Let's start at the bottom and work our way up in our search for female hiker hygiene solutions to the hiking underwear dilemma.

Hiking For Her underwear recommendations (undergarments, underpants, panties, knickers, you know - the base layer for your bottom!) come in all sorts of fabrics.

That's because the best women's underwear for hiking will change with the season, as well as when you change your hiking pants or skirt style.

To find the best hiking underwear for your hiking style, consider the following questions and possible solutions.

Will this underwear cling and create chafing?

To solve this potential challenge to female hiker hygiene and comfort on a day hike, think nylon and nylon blends with a cotton panel in the crotch area.

Low cuts or thongs may be too skimpy to prevent chafing from your pants rubbing against your pack.

  • Not to mention the "creep into the crack" issues.

But you might not want waist high underwear, either.

  • Too binding around your waist, especially if you already have a camera bag strap and your backpack strap and your belt to consider.

So I recommend that you aim for a mid rise cut which covers you enough to prevent chafing, and is slippery enough to move with your layers during your hike.

Here are two of my current favorites:

Warner's Women's No Pinching No Problems Lace Hi-Cut Brief Panty.

and

ExOfficio Women's Give-N-Go Bikini Briefs.

Trail tip:

To deal with chafing issues anywhere on your body, try this "slippery on purpose" product for women hikers:

BodyGlide

 
Will this hiking underwear soak up sweat & stay wet against your skin all day?

Pure cotton women's underwear is notorious for doing this!

If you're hiking on a hot sunny day, no worries.

But cotton is to be avoided at any other time - and not just for your base layer.

  • This is a basic hiking mantra!

You might have to invest a bit of money into underwear which wicks moisture away from your body.

But moisture wicking women's underwear is worth it for multi day hiking trips because you'll be more comfortable regardless of temperature.

Antimicrobial fabrics are the way to go, if you want to avoid odors, too. That's a top priority in female hygiene while backpacking.

Again, ExOfficio wins. These are the best solution I've found for wicking, odor resistant hiking underwear:

ExOfficio Give-N-Go Bikini Brief.


Can I wash & dry this hiking underwear quickly?

Ah! Great female hiker hygiene question!

And yet another reason to avoid cotton: it dries slowly, or not at all in high humidity or cold conditions.

But if you have a nylon blend hiking panty, you can:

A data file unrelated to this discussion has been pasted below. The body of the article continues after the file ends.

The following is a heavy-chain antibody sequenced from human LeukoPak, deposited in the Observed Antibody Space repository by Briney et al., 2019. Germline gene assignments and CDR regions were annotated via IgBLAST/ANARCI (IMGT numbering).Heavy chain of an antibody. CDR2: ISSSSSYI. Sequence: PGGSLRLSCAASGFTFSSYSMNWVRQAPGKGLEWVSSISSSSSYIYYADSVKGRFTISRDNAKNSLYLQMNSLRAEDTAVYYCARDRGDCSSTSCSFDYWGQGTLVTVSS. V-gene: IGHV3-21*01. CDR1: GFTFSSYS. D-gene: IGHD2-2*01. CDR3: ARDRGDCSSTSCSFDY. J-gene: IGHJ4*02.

• swish it in soapy water,
  • give it a quick rinse,
  • squeeze the moisture out,
  • hang it to dry on the outside of your backpack the next day, and
  • expect it to be ready to go the next morning (except in really cold or humid conditions).

You can alternate between 3 pairs of hiking panties (wear one, wash one, and a backup pair in your backpack).

More drying tips:

Use a sunny rock when available for drying purposes.

Or hang your freshly washed hiking underwear inside your tent overnight.

  • Tip: Be sure the underwear is securely fastened above your head. I once woke up from a nightmare of wrestling an octopus to find myself with my hiking underwear on my head :(

Here's a good deal to consider:


What about smelly odors?

A compelling female hiker hygiene worry!!

The above tips for selecting the right fabric, washing & drying will help avoid odors.

But disposable panty liners can also alleviate your odor concerns.

  • Just be sure to have a zip lock plastic bag devoted to carrying this trash back home with you for proper disposal.

These liners come in various lengths and absorbencies.

Here's a good one to try:

Always Incredibly Thin Daily Liners.

If you suffer from "leaky sneezes" syndrome (unattractively called "urinary stress incontinence"), you might want to add these absorbent, odor controlling liners to your daily hiking hygiene on the trail:

Tena Serenity Pantiliners.

Again, be a good citizen and carry out your used products and dispose of them properly, as you would with your menstrual supplies.


Now for our top story:
best hiking sports bras

"I can't find a comfortable sports bra that works well with my backpack."

Let's start right off with some tough love:

Leave your under wire bras at home.

  • They are constricting, uncomfortable, and will dig into your chest wall as soon as you strap on your pack.